Finally, Hell on Wheels has redeemed itself. But, only a little bit.
The character of Mr. Thomas Durant has really exploded into this heartless showman, who, with unwavering avarice, will do anything to get his way (and his money). Durant represents the imperialist ideals of manifest destiny. He is the only character who wears a white hat, which in the tradition of Hollywood Westerns signifies the “good guy”. Even though, he is so clearly the villain. This is a testament to the white supremacist traditions of past Western films. Creepy Mr. Swede, the Norwegian is another allusion to traditional Hollywood westerns as clearly embodies the villain in the black hat (and black cloak). Cullen’s hat is also black signifying his role as the anti-hero. Cullen is the self-proclaimed rebellious Rebel, who is not your traditional, heroic Western cowboy (even though he so totally is). In the escape scene, when Cullen seeks temporary refuge in the pastor’s tent (unbeknownst to him) he defiantly tells the priest, “I ain’t no St. Peter”. Here, his identity as the misunderstood anti-hero is expressed.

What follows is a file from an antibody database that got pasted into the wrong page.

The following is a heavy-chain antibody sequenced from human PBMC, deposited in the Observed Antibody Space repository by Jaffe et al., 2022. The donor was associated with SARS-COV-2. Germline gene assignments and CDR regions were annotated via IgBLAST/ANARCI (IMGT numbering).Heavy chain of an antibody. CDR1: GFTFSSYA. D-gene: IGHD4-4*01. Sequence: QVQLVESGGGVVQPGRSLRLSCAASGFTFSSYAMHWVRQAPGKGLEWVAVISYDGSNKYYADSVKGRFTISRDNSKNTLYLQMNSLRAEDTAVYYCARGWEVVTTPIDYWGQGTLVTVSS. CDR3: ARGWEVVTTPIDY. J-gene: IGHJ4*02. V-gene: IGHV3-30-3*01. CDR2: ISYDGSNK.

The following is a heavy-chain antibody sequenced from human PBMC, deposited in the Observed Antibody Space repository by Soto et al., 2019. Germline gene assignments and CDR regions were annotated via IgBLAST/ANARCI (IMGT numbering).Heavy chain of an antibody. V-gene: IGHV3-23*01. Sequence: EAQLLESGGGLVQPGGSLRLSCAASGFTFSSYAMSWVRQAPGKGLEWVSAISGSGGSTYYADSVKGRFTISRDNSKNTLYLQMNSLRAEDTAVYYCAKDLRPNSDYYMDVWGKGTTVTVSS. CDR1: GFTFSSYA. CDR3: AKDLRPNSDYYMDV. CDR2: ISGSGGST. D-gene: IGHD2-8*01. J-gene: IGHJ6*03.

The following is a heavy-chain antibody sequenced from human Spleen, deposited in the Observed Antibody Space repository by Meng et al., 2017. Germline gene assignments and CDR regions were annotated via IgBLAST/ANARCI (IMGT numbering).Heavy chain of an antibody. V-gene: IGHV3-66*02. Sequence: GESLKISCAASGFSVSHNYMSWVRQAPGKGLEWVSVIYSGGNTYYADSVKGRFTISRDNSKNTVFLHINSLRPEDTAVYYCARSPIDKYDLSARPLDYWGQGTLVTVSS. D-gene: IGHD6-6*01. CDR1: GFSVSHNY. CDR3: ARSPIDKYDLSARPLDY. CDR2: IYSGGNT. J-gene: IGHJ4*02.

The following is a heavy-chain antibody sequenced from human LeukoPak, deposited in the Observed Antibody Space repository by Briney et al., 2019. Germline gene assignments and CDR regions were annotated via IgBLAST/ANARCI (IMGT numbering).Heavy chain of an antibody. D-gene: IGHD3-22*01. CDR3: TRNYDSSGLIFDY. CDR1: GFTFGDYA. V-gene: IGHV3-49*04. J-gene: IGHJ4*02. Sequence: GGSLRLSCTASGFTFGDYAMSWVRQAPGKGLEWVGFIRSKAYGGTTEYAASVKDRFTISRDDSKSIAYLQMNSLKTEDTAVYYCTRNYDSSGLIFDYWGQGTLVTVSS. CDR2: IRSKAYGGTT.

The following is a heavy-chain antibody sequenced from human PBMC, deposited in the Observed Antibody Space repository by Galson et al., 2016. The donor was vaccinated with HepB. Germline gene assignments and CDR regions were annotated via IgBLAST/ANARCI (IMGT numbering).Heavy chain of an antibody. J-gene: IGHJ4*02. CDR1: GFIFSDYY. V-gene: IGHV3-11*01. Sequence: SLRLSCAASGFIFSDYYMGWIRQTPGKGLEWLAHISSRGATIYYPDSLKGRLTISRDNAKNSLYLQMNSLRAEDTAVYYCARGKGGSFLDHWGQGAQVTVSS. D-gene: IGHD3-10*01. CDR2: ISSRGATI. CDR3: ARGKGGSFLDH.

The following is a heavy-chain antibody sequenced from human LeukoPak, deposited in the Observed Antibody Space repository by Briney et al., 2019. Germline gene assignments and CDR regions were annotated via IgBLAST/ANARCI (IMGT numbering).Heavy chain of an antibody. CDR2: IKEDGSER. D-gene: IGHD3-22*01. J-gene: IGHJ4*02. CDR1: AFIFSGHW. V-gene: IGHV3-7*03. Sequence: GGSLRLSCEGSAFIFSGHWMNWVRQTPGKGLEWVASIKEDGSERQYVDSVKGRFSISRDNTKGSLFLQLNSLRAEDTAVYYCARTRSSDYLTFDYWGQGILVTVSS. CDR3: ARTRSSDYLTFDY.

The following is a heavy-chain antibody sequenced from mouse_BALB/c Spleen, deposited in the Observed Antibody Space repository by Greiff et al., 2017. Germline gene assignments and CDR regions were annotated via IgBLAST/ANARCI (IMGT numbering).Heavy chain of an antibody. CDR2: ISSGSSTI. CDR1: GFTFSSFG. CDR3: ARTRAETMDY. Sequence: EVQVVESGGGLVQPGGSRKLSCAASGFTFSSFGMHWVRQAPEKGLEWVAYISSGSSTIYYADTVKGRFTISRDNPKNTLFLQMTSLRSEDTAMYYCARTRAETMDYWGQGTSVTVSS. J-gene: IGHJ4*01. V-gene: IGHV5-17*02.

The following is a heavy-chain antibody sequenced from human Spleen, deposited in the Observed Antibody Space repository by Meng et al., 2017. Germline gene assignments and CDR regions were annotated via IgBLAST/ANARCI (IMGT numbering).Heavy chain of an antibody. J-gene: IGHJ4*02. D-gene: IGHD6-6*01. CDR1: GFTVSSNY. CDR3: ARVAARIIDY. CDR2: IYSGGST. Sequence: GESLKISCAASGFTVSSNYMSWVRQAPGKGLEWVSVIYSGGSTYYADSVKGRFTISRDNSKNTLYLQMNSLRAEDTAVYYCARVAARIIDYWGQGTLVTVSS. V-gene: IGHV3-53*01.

Durant’s diatribe about the fair-haired maiden of the West, representing civilization is another allusion to Classic Western themes, which I think was really clever. In this episode of Hell and Wheels the writers are explicitly making connections with past representations of the American West, which I think makes the themes of the show more visible and easier to navigate. With the pilot episode, I really didn’t care about the characters and their development (I still don’t care that much, actually), but with the release of the second I feel more inclined to follow the the uneasy, unspoken alliance between Cullen and Elam. The scene in which Elam, the black former slave releasing Cullen’s shackles, was somewhat evocative and a nice symbolic touch.